A series of domestic law enforcement initiatives that would strengthen Australian defences against financial crime. This will make it harder for corrupt or criminal business and political elites abroad to undermine development by moving illicit assets into Australia.
Domestic development efforts are undermined by corruption. We can forget about development impact if the domestic budgets of partner countries are sapped by corruption. That money – which regularly crosses Australian borders – is meant for education, medicines, and trade. Not only that, but fraud, corruption, illegal fishing and logging stunt the economic development of low- and middle-income countries.
We don’t really grasp the scale of offshore corruption. Nor do we grasp the responsibility Australia has as a donor and neighbour to play our part in addressing it. Measuring how much financial crime undermines development is hard, however, because it is clandestine by its very nature. For example, Papua New Guinea (PNG) is Australia’s largest development partner – yet ranks 124/180 in Transparency International’s Corruption Perceptions Index, and it’s in the 35th percentile in the World Bank's corruption control statistics.
The former head of PNG’s Operation Task Force Sweep, Sam Koim, suggested in 2015 that the cost of corruption to government revenue was above $1.4 billion USD. Part of that money flows into Australia, which Koim likened to ‘the Cayman Islands for PNG’. A 2015 Global Witness, Fairfax and SBS investigation exposed a complex money laundering system involving banks, real estate markets, politicians, and lawyers in Australia and PNG. This generated controversy, but almost no policy change. There is also evidence of elites in Nauru using Australia as a source destination for cash.
Action gets our own house in order. Australia’s legal framework to combat money laundering has not been updated significantly since being enacted in 2006. Australia does not have an institution dedicated to preventing or responding to financial crimes. Instead, responsibility is spread across institutions including AUSTRAC, AFP, Home Affairs, and the Attorney-General’s Department.
A Senate Inquiry made important recommendations about financial crime, including that the Government accelerate consultation on implementing reforms to bring “designated non-financial businesses and professions” — otherwise known as DNFBPs — under more scrutiny. The DNFBP group includes lawyers, accountants and real estate agents, among others. Making it harder to use Australian intermediaries would undermine efforts to move illicit assets into Australia.
It also improves our international credibility. This is not just a Pacific issue. Financial crime undermines development in many countries. Take Southeast Asia: in March 2021, Labor MP Julian Hill labelled the government ‘pathetic’ for failing to tackle investment in Australian property from prominent Cambodian families, including that of the country’s President, Hun Sen. The Senate Inquiry heard examples of officials from South Sudan, China, Malaysia and Russia using Australia as a cash hub. The Inquiry’s report found delays in enacting reforms were ‘risking Australia’s credibility’. Most recently, PNG leaders hit out at Australia’s hypocrisy over failures to extradite an allegedly corrupt Papua New Guinean elite, pointing out that “Australia's apparent inability to assist in this most basic of legal processes does not sit well with its broader anti-corruption and security intentions in the region”.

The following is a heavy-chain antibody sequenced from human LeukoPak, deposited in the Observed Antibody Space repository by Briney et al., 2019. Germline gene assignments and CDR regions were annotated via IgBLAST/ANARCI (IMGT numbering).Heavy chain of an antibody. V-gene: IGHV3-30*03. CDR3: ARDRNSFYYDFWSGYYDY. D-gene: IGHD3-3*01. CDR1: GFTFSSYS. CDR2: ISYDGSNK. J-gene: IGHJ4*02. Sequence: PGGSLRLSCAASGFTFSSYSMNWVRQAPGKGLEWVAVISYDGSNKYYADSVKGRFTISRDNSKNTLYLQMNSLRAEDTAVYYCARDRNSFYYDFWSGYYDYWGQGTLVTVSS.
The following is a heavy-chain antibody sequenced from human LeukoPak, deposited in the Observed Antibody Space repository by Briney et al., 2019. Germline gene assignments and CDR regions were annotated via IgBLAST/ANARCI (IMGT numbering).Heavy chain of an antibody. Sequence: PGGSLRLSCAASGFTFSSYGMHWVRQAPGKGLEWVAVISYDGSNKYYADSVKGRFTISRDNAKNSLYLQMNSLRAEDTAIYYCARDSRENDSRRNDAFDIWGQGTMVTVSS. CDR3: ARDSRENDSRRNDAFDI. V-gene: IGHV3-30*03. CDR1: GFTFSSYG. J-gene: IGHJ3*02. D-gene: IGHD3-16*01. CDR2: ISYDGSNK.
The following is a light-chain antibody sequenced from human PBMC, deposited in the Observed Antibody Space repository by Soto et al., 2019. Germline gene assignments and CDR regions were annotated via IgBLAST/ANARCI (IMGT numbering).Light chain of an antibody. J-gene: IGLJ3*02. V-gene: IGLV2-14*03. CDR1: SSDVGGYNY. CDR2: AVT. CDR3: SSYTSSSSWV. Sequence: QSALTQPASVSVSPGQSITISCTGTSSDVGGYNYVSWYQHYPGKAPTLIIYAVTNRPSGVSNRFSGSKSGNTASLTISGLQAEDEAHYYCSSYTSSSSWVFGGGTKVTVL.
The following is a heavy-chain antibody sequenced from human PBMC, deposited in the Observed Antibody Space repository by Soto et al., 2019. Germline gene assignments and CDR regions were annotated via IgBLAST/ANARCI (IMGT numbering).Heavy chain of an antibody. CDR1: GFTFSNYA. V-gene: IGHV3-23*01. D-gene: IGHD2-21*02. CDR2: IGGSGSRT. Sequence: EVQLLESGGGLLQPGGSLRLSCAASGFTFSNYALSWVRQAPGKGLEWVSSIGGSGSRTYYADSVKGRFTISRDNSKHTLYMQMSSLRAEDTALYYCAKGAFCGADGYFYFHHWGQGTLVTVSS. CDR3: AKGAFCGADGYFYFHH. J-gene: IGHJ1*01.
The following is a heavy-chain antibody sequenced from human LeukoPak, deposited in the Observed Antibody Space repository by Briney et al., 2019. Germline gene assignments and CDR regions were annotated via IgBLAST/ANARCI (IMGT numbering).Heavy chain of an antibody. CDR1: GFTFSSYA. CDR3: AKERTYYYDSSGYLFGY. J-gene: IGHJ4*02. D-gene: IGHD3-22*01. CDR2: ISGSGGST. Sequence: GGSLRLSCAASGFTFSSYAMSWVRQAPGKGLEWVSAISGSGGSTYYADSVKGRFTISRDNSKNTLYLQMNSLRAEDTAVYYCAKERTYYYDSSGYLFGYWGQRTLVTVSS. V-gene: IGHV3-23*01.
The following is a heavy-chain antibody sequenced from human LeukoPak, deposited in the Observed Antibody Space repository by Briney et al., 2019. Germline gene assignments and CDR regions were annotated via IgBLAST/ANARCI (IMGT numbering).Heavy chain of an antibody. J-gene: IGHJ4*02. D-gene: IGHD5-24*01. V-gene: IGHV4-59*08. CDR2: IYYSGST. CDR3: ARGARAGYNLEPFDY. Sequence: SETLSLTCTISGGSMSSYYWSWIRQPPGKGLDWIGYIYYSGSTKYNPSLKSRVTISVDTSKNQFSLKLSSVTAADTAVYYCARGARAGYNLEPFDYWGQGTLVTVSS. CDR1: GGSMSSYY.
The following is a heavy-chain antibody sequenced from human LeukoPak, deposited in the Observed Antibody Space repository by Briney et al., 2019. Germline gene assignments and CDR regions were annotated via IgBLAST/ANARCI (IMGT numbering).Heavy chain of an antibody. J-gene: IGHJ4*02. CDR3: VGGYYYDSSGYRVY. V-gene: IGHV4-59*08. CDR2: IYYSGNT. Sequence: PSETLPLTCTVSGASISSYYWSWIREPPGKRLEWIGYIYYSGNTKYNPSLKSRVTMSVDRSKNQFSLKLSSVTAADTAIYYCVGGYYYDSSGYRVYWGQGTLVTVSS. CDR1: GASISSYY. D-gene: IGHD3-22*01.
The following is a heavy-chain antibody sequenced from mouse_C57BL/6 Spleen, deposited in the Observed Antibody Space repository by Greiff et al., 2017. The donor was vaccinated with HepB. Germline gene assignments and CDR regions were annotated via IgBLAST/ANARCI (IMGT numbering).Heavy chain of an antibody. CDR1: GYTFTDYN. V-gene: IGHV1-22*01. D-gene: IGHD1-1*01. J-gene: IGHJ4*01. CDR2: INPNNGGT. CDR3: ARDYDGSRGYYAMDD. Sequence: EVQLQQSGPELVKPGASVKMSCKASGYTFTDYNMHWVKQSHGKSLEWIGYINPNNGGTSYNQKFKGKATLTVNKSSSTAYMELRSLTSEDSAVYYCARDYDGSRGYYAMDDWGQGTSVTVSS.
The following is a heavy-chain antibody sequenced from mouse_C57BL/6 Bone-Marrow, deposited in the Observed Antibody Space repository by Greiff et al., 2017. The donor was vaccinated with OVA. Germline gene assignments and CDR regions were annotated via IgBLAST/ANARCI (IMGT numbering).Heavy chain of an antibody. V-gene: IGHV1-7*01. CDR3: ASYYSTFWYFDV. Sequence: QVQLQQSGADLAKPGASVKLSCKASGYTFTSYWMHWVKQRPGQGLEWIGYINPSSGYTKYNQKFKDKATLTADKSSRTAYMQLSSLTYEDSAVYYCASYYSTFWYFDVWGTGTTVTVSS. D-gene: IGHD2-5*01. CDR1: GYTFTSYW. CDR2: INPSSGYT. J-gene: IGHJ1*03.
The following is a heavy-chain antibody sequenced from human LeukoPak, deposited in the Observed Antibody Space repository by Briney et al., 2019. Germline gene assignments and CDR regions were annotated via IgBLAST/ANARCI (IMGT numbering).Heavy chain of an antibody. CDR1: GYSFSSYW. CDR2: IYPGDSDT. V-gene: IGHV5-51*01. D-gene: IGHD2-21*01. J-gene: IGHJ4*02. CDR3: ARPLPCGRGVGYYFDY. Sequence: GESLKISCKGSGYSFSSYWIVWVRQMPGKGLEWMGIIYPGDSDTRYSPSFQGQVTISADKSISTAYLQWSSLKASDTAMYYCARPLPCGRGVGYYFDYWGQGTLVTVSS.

Financial crime subverts our development budget. Corruption ‘undermines efforts against poverty and disease’, and decimates the economies of our near neighbours, diminishing the revenue available to deliver services. At a domestic level, inaction on closing loopholes in Australian financial defences is becoming a reputational risk.
Bolstering these defences aligns with other foreign policy settings. Good work at home is the hinge for successful work abroad – just like having more stringent domestic climate targets boosts Australia’s case for being taken seriously internationally. The Senate Inquiry described Australia as a “laggard on the world stage” when it came to enacting regulation of DNFBPs. If our own Senate notices that we are one of only three states to have failed to act in this area, it is safe to assume others have noticed similar laxity. If we’re serious about using “all tools of statecraft”, this is a good place to start.
Australia now has a powerful tool to target financial crime. Under ‘Magnitsky-style’ laws introduced in December 2021, the Australian Government can target sanctions against a person or entity ‘engaged in, responsible for, or complicit in corruption that is serious’. The legislation has been used once, following Russia’s invasion of Ukraine, but there is scope for broader use.
Amending Australia’s beneficial ownership laws
Advocates and analysts have long proposed Australia’s beneficial ownership laws are alarmingly opaque, serving as open doors for dirty money. At least some of that money flows from countries Australia invests development dollars in. Implementing a free public beneficial ownership register which clearly states the ultimate owners or controllers of companies is critical. Such a register — which the Senate Inquiry endorsed in its report — would reveal who ultimately owns assets held through complex legal structures.
AUSTRAC international corruption assessment
AUSTRAC is responsible for preventing, detecting, and responding to financial crime. Its 2019 Strategic Analysis Brief acknowledged the corruption challenge, but the agency has never squarely focused its attention on international corruption. A specific corruption typology risk assessment would identify the most common avenues for illicit funds entering Australia.